Rajiv Chandrasekaran

I arrived in Baghdad on April 10, 2003, the day after a Marine tank felled the imposing statue of Saddam Hussein in Baghdad's Firdaus Square. At the time, I thought my 12-hour drive from Kuwait, in a sport utility vehicle that lacked armored plates, was the most dangerous thing I'd ever do. We passed rock-throwing bandits, American helicopter gunships strafing Republican Guard holdouts, and looters ransacking government buildings. We stopped in Baghdad's southern outskirts to watch soldiers pursuing fedayeen armed with rocket-propelled grenades.

How wrong I was.

Over the next 18 months, as Baghdad bureau chief for The Washington Post, I encountered real danger. I was in a hotel that was struck by a suicide car bomber. I missed driving over a pulverizing roadside bomb by seconds. And I spent two weeks embedded with Marines in Fallujah, taking incoming fire as they sought to clear the city of hard-core insurgents.

When I needed a respite, I went into the Green Zone, the seven-square-mile American enclave in central Baghdad surrounded by concrete walls and razor wire. There I could eat pork bacon for breakfast. I could chill out in a bar. I could buy Doritos and Dr Pepper from the PX. The Green Zone was a perfect rest-and-recreation spot. There were pools, gyms and Chinese restaurants. The problem was that for most Americans in Baghdad save for journalists like myself it wasn't just for relaxing. It was where they lived and worked and spent almost all of their time.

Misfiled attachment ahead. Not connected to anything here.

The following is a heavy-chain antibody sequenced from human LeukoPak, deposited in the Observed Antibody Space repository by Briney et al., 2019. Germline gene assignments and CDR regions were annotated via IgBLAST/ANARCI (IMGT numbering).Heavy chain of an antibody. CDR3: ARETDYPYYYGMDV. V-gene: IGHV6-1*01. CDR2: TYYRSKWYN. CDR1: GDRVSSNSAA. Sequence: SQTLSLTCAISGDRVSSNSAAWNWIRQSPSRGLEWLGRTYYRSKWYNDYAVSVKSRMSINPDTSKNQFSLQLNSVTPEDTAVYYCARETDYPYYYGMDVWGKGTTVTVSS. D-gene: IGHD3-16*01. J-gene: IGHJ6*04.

From inside the Green Zone, the real Baghdad the checkpoints, the bombed-out buildings, the paralyzing traffic jams could have been a world away. The horns, the gunshots, the muezzin's call to prayer, never drifted over the walls. The fear on the faces of American troops was rarely seen by the denizens of the palace. The acrid smoke of a detonated car bomb didn't fill the air. The sub-Saharan privation and Wild West lawlessness that gripped one of the world's most ancient cities swirled around the walls, but on the inside, the calm sterility of an American subdivision prevailed.

The disconnect between life in this bubble and life in the rest of Iraq is a key theme of my book, Imperial Life in the Emerald City: Inside Iraq's Green Zone. The book tells the story of the people and ideas that inhabited the Green Zone dur- ing the occupation, from Viceroy L. Paul Bremer III to the fleet of 20-somethings hired to implement the idea that Americans could build a Jeffersonian democracy in an embattled Middle Eastern country. I describe how Bremer ignored what Iraqis told him they wanted, or needed, and instead pursued irrelevant neoconservative solutions: a flat tax, a sell-off of Iraqi government assets and an end to food rations. I detail how his underlings spent their days drawing up pie-in-the-sky policies, among them a new traffic code and a law protecting microchip designs, instead of rebuilding looted buildings and restoring electricity production. These almost-comic initiatives angered Iraqis and helped fuel the insurgency.

Reporting the book in the Green Zone was the easy part. Waving my American passport and submitting to three separate pat-downs was all it took to get inside. Of course, I did encounter plenty of people who didn't want to talk to me, or refused to speak candidly, but my travails in the Emerald City were nothing compared to life outside.